Remember how certain people were really hyping Tiago Splitter before the season as the big man the Spurs really needed to balance out the front line with Tim Duncan? Remember how people were saying he was going to be a difference maker for the Spurs this season?
Okay, that was me. I admit it. And we’ve seen flashes of that Splitter but mostly we’ve seen him sitting. He’s averaging just 11 minutes a game.
What happened? A fantastic post at Spurs blog 48 Minutes of Hell explains the litany of problems.
Remember that Splitter played deep into the European season last year then just straight into playing for Brazil for the World Championships. There he picked up a couple nagging injuries which he brought with him Spurs camp just a couple weeks after that. It was a lot of basketball.
Then came a strained right calf muscle a couple days into camp, which caused him to miss most of it.
“He had some things break down while he was in Europe and then he came here and had the problem with his calf,” Spurs Head Coach Gregg Popovich said earlier in the season. “I think all in all, his body is probably just telling him to take a break. So we don’t want to bring him back and stick him out there for an inordinate amount of time.”
Missing camp really hurt because Splitter has never been really comfortable in the Spurs offense this season. He has to set a lot of picks but it’s about timing and placement, and Splitter is off in those departments compared to other bigs on the Spurs roster. Popovich has options
So he hasn’t gotten a lot of run, then combine that with how well the Spurs are playing and you have a coach not about to give him big minutes to learn on the job.
“I can’t just go and experiment and give him 30 minutes to get him going,” Coach Pop said. “It’s not fair to him or to the whole group. It’s just got to happen slowly and we’ll see what’s required as far as the team is concerned because that’s what I have to look at.”
Come the playoffs when the Spurs could face longer front lines — Lakers, we’re looking at you — Splitter could play a key role. But for now, his minutes will be limited as he figures it all out.
Dallas has gotten in trouble this season because of a lack of secondary shot creation behind Luka Doncic, so when Spencer Dinwiddie got ejected for an elbow to the face of Golden State’s Jordan Poole, it seemed like the Mavericks might be in danger of falling to the Warriors.
Doncic had other plans — and a 41-point triple-double.
The ejection happened early in the fourth quarter, when Dinwiddie drove the lane on Poole and, bringing the ball up, elbowed Poole in the face.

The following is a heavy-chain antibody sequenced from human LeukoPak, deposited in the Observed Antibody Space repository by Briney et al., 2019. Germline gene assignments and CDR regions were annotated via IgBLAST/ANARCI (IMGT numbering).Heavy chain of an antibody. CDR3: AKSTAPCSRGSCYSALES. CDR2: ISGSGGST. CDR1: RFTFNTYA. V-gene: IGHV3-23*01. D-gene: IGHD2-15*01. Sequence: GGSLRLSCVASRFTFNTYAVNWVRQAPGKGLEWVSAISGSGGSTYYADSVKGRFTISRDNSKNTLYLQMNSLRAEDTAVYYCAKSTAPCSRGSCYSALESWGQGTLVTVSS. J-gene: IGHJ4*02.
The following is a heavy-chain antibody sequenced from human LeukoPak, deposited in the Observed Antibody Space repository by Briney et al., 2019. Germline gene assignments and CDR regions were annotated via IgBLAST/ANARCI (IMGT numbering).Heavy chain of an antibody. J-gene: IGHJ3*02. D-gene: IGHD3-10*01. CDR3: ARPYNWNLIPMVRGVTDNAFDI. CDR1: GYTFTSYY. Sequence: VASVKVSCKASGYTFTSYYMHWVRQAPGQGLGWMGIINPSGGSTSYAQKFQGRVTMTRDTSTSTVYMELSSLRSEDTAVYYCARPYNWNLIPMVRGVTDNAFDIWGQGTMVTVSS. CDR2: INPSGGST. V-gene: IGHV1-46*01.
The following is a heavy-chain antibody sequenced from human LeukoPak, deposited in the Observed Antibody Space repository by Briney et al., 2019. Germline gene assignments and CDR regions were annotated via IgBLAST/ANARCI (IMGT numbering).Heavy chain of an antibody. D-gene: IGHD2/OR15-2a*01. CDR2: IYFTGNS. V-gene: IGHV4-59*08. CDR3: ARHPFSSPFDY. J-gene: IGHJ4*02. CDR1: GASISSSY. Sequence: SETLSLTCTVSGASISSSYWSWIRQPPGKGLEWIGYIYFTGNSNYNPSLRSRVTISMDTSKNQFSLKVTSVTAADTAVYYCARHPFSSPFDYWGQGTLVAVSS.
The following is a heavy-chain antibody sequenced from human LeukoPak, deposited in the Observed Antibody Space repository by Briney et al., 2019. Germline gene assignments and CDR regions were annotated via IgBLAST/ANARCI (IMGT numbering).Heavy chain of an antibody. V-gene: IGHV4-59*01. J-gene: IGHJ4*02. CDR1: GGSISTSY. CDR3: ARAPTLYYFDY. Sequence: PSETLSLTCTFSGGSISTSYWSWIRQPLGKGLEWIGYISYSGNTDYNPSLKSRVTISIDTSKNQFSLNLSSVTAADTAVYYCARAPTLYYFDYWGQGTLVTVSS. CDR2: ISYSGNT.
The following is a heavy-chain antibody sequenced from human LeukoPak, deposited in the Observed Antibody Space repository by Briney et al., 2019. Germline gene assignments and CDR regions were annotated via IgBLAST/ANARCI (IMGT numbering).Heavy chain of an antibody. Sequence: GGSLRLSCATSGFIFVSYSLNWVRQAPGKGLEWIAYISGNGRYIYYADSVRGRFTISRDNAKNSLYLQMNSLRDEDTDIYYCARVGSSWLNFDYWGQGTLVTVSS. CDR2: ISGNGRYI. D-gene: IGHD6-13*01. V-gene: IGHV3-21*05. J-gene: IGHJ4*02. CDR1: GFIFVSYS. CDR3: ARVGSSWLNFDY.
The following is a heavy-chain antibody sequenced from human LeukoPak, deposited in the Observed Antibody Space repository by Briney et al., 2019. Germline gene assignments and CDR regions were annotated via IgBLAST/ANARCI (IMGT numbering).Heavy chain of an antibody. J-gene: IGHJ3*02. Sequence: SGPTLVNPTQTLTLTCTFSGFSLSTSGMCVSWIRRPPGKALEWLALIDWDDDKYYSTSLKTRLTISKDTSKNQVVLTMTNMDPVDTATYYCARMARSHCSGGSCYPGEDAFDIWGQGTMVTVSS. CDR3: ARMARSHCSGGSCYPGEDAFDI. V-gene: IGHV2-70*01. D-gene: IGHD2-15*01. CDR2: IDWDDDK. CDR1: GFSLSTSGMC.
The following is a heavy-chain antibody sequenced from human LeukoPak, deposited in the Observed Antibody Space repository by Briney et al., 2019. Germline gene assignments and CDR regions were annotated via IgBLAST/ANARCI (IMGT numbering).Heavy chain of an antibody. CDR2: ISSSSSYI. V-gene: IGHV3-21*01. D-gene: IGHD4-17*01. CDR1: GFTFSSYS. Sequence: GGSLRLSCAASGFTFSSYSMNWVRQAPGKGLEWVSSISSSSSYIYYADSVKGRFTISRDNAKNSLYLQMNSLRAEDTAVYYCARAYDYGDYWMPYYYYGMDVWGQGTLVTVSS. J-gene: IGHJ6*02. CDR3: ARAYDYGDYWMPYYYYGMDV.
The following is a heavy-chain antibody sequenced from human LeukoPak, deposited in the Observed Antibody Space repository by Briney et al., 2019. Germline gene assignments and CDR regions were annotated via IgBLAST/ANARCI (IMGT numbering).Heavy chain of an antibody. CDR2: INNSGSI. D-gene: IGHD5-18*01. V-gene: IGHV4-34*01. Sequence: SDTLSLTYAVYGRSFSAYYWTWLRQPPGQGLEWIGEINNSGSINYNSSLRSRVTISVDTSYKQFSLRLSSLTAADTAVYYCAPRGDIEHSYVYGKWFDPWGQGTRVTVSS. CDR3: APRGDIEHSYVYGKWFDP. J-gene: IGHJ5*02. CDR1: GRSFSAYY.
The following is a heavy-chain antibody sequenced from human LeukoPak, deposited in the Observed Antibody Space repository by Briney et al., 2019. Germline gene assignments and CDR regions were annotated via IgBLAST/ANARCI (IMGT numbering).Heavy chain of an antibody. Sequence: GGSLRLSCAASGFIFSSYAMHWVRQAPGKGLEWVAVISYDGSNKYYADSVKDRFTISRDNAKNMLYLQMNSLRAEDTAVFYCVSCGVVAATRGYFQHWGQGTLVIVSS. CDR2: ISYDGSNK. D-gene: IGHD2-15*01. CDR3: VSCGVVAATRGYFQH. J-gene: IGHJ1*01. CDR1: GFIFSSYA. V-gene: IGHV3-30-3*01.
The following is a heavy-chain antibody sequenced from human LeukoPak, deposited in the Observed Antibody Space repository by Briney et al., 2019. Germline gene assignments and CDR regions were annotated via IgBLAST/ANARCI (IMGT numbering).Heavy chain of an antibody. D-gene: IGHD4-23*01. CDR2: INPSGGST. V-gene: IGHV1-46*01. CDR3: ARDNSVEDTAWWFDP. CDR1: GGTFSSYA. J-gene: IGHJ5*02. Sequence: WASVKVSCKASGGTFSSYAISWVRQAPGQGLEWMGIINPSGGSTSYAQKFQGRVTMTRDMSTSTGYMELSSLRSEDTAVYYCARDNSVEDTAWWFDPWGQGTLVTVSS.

That was reviewed by the referees who ruled it a Flagrant 2. The league has cracked down on blows to the face and head — intentional or not — the past couple of seasons.
Dinwiddie being out just meant more Luka — and that was bad news for the Warriors.
Despite Doncic and his triple-double, the Warriors had a couple of chances in the final seconds. First, Stephen Curry got called for a travel.
The Warriors argued that call but got nowhere with the referees. But they got one more chance on a Klay Thompson 3 to tie, but it was just not their night.
The Mavericks got the 116-113 win. Tim Hardaway Jr. pitched in 25 points, including five 3-pointers for Dallas. Curry led the Warriors with 32.
It’s not good news, but it looked like it could have been much worse.
Timberwolves big man Karl-Anthony Towns is out for weeks with a right calf strain, the team announced Tuesday following an MRI exam. Adrian Wojnarowski of ESPN reports it is likely 4-6 weeks.
The injury occurred midway through the third quarter Monday when Towns started to run back upcourt and went to the ground without contact, grabbing his knee and calf. It looked scary — Achilles scary — and he had to be helped off the court.
Towns has averaged 21.4 points and 8.5 rebounds a game, and while his numbers are down this season — just 32.8% on 3-pointers — the team has struggled at times without him, particularly lineups with Rudy Gobert and Anthony Edwards together, an -11.8 net rating (in non-garbage time minutes, via Cleaning the Glass).
Kevin Durant carried the Nets to another win Monday night, scoring 45 points on 19-of-24 shooting, plus seven rebounds and five assists.
If you’re having an MVP conversation a quarter of the way into the NBA season, Durant has to be part of it: 30 points per game on 54.8% shooting (and a ridiculous 65.9 true shooting percentage), 6.6 rebounds and 5.5 assists a game, plus playing solid defense and being the anchor of the Nets. After his 45-point outing to get Brooklyn a win over Orlando, Durant was asked about MVP chants and the chase for the award and was clearly not interested.
Durant has MVP numbers, but so do Stephen Curry, Luka Doncic, Giannis Antetokounmpo, Jayson Tatum and others. If Durant is going to move to the front of the conversation, the first thing that has to happen is Brooklyn has to win a lot more games — 11-11 is not going to cut it when Tatum’s Celtics and Antetokounmpo’s Bucks have the two best records in the NBA. Winning games and finishing on a top-three team in the conference matters to some voters (and traditionally is one measure of an MVP).
With 2.3 seconds left in the game and the Thunder down 2, they needed to steal the inbounds pass from New Orleans to have a real chance. That’s why when Aleksej Pokusevski walked on the court it looked like he was going to guard the inbounder, Herbert Jones.
Instead, Pokusevski turned his back to Jones, putting himself in position to step in front of anyone cutting to the ball to catch the inbounds. Except, Jones made the clever play to seal the game.
Pokusevski fouled Jones, who sank both free throws and sealed the 105-101 Pelicans win.
The Pelicans got 23-8-8 from Zion Williamson and picked up a win without CJ McCollum or Brandon Ingram in the lineup. Shai Gilgeous-Alexander continued his dominant start to the season and scored 31.